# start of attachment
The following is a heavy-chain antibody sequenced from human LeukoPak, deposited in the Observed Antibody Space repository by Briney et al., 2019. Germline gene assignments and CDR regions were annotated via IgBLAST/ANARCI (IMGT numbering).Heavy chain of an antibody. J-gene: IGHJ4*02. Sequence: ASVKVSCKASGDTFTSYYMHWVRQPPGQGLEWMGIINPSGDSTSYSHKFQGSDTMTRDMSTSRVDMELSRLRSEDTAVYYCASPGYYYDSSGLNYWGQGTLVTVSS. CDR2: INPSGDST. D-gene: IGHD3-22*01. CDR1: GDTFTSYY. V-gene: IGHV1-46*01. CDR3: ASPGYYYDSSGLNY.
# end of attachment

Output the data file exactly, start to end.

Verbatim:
The following is a heavy-chain antibody sequenced from human LeukoPak, deposited in the Observed Antibody Space repository by Briney et al., 2019. Germline gene assignments and CDR regions were annotated via IgBLAST/ANARCI (IMGT numbering).Heavy chain of an antibody. J-gene: IGHJ4*02. Sequence: ASVKVSCKASGDTFTSYYMHWVRQPPGQGLEWMGIINPSGDSTSYSHKFQGSDTMTRDMSTSRVDMELSRLRSEDTAVYYCASPGYYYDSSGLNYWGQGTLVTVSS. CDR2: INPSGDST. D-gene: IGHD3-22*01. CDR1: GDTFTSYY. V-gene: IGHV1-46*01. CDR3: ASPGYYYDSSGLNY.